Carter v. Becton

Annotate this Case

250 Ga. 617 (1983)

300 S.E.2d 152

CARTER v. BECTON et al.

39231.

Supreme Court of Georgia.

Decided February 23, 1983.

Rehearing Denied March 9, 1983.

James O. Wilson, Jr., for appellant.

David H. Fritts, for appellees.

MARSHALL, Presiding Justice.

Joe Graham, owner of an 8 1/2-acre tract of land in Chatham County, died in 1926. He lived on the property with his niece and nephew, Diane Carter and Primus Carter, who survived Joe Graham as his sole heirs and who are related to each other as brother and sister. Primus died in 1942, survived by Prince Carter, an illegitimate son. Diane died in 1947, survived by Joe Foreman, also an illegitimate son.

At these times, illegitimate children could inherit from their mothers but not from their fathers. Poulos v. McMahan, 250 Ga. 354 (297 SE2d 451) (1982). Therefore, since 1947, Joe Foreman has been the sole legal titleholder of the subject property, although he and Prince operated under the assumption that they were co-owners.

Prince's evidence shows the following: He was raised on the property, and for a while after Primus' death he continued to live thereon; he fenced in portions of the property, and he allowed other people to keep hogs in the enclosed areas; he helped pay taxes on the property; he and Joe Foreman signed their names on a contract to sell the property; and he made claims that he owned the property along with Joe Foreman. However, Prince's evidence does not show that he ever excluded or ousted Joe Foreman from the property.

Prince died in 1969. Joe Foreman subsequently executed a security deed conveying the 8 1/2 acres. Prince's widow brings this action against the security deed holders, on the ground that Prince acquired a one-half undivided interest in the property through 20 years' adverse possession. The jury agreed and returned a verdict in favor of the plaintiff. The trial judge granted the defendants' motion for judgment notwithstanding the verdict, on the ground that the plaintiff's evidence failed to establish which portions of the 8 1/2-acre tract had been enclosed. As authority, the trial judge cited Smith v. Pyles, 210 Ga. 86 (78 SE2d 5) (1953) and cit., and Ragan v. Carter, 145 Ga. 320 (89 SE 206) (1916).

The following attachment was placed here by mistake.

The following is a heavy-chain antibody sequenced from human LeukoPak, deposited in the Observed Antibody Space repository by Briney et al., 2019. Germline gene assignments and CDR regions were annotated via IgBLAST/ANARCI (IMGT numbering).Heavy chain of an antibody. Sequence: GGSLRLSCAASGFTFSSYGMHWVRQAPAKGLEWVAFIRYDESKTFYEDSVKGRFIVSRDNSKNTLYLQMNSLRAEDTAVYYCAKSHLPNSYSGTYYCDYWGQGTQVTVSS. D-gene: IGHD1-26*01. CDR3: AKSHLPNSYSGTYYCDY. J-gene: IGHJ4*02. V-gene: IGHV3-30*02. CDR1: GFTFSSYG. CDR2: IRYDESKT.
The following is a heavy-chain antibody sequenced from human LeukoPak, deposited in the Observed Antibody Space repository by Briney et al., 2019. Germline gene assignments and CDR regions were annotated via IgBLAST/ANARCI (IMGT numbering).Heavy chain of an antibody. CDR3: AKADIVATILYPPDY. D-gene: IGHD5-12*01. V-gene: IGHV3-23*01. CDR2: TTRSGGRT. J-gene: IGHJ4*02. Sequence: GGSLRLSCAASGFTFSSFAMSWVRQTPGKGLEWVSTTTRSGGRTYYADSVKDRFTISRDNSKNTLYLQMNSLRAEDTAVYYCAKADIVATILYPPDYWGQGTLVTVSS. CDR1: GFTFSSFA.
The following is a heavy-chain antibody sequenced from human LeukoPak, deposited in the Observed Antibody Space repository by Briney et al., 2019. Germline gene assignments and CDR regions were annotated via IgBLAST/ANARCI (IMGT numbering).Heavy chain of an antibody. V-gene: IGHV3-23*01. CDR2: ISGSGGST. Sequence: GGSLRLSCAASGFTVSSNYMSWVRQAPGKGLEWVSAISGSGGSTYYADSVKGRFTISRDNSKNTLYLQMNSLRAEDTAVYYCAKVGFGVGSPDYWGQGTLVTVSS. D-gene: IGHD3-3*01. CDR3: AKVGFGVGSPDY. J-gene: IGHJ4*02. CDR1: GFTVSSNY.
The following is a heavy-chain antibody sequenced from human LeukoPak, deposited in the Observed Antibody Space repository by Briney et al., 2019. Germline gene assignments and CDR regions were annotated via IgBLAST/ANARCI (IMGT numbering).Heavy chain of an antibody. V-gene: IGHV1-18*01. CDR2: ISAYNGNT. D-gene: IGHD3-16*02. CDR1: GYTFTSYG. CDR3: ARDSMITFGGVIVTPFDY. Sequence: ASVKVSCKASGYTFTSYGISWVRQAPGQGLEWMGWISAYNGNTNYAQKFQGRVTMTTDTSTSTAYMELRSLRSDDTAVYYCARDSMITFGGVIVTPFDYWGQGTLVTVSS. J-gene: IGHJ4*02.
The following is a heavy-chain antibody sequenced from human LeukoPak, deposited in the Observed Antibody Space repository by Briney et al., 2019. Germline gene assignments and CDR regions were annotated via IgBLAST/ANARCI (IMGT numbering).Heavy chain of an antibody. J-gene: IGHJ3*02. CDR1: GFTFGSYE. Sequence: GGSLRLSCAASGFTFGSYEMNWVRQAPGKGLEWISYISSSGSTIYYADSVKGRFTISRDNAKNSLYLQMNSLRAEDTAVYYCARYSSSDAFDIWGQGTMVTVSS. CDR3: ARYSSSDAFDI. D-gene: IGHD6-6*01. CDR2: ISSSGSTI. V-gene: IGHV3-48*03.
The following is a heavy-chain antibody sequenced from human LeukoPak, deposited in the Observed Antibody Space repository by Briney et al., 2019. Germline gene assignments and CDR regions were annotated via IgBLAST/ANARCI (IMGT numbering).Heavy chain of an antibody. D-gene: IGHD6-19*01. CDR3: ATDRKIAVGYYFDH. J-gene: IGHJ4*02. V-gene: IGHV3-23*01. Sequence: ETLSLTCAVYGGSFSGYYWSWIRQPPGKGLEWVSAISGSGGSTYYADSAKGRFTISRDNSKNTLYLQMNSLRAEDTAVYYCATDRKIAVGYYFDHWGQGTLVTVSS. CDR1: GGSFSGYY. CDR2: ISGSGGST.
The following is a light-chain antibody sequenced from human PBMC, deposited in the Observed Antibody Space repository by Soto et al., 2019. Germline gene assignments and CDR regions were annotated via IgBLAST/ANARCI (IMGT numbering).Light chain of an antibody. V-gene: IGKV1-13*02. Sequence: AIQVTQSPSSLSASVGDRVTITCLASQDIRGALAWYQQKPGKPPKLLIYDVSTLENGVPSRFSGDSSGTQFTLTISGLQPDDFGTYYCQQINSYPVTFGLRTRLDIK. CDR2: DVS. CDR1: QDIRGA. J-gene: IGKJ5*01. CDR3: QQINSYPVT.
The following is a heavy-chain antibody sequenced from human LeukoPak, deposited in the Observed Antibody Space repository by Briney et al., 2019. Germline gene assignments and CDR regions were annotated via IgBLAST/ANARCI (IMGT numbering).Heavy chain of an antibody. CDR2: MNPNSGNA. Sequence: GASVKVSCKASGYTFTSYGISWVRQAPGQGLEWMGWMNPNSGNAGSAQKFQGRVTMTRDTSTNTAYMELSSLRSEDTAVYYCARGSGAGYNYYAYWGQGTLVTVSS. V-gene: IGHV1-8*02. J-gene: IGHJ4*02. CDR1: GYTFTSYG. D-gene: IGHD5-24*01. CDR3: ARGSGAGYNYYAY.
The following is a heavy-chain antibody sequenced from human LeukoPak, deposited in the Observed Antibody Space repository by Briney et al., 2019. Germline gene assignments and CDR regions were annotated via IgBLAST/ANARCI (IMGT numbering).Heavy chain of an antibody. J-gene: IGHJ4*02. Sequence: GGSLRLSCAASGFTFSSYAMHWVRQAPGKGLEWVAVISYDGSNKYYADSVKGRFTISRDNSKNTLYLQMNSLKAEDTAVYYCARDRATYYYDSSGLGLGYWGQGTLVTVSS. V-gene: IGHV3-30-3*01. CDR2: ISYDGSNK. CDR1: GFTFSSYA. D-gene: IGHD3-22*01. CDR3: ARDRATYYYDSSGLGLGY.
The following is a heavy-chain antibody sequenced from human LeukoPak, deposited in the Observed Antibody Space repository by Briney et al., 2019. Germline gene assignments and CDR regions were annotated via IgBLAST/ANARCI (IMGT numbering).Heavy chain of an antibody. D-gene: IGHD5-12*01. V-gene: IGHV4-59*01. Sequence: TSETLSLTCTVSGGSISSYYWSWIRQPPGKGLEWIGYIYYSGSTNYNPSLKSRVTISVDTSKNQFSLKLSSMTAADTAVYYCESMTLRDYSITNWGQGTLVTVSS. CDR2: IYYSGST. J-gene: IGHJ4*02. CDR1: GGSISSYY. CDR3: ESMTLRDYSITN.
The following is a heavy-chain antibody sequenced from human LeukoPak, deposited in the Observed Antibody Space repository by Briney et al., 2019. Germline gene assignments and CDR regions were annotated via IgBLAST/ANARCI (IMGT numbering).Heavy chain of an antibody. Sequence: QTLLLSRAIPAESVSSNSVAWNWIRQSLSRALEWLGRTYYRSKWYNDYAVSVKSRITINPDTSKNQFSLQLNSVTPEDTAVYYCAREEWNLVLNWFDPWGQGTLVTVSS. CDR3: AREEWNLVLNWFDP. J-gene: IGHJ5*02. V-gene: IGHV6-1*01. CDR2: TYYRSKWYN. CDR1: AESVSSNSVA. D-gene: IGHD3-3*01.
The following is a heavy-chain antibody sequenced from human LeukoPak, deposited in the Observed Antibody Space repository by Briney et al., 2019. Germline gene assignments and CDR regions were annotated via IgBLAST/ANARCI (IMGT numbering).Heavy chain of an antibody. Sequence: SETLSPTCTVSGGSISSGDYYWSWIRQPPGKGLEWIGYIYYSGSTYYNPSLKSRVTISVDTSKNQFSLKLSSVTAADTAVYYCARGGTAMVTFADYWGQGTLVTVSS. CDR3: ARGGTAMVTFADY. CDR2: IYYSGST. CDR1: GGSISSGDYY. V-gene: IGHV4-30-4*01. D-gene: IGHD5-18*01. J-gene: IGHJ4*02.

1. It is true that where the plaintiff claiming adverse possession without color of title goes into possession of only a small part of a described tract, but the evidence fails to distinguish the part of which he was in possession from that of which he was not, a verdict in favor of the defendant is demanded. Smith v. Pyles, supra; Ragan v. Carter, supra. However, where the plaintiff goes into possession of the entire described tract, his claim of adverse possession is not restricted "to the mere ground that his house occupies, or to the fence which *618 encloses it." Conyers v. Kenan, 4 Ga. 308, 314 (1848). Under the reasoning of Conyers v. Kenan, supra, we conclude that here Prince was in possession of the entire tract, notwithstanding the fact that he only fenced off portions thereof.

The evidence in this case shows that Prince Carter and Joe Foreman were co-possessors of the property, and that they were operating under the erroneous assumption that they were joint legal titleholders, whereas Joe was, in fact, the sole titleholder. The question thus presented is whether Prince acquired a prescriptive title to an undivided one-half interest in the property through his joint possession of the property with Joe. For reasons which follow, we conclude that he did not.

2. Where two or more persons without title or color of title are in joint possession of real estate, and where they are making claims to the same property adverse to each other, none has the exclusive possession necessary to establish prescriptive title through adverse possession. Cooley v. All the World, 247 Ga. 459 (276 SE2d 615) (1981).

3. However, where two or more persons are in joint possession of real estate, and where they are jointly claiming adverse possession as against the rest of the world, they can jointly acquire prescriptive title through adverse possession. Bank of Vernal v. Uintah County, 250 P2d 581 (Utah 1952); Anzaldua v. Richardson, 287 SW2d 299 (Tex. Civ. App. 1956); 3 AmJur2d 142, Adverse Possession, § 53.

4. But where, as here, two persons enter onto property each claiming an interest therein, he who is the true owner or has the better title is deemed to be in possession thereof unless he is dispossessed by the other person. "Adverse possession, in order to ripen into title, must be exclusive. `Exclusive possession' means that the disseizor must show an exclusive dominion over the land and an appropriation of it to his own use and benefit. Two persons cannot hold one piece of property adversely to each other at the same time, and where two persons have entered upon land, he who has the better title will be deemed to be in possession thereof. It is therefore essential that the possession of one who claims adversely should establish as an [sic] ouster of the true owner because in the absence of ouster, the title draws to itself the continuous possession of the property. Possession not amounting to disseizin is insufficient. 1 AmJur 875, 876." Howard v. Stanolind Oil &c. Co., 169 P2d 737, 744 (Okla. 1946). Collins v. Smith, 372 P2d 878, 881 (Okla. 1962). "Where the rightful owner of real estate is in the actual occupancy of a part of his tract, he is in the constructive and legal possession and seisin of the whole, unless he is disseised by actual occupation and dispossession; and where the possession is mixed, the legal seisin is according to the legal title." *619 Deputron v. Young, 134 U.S. 241 (10 SC 539, 33 LE 923) (1890).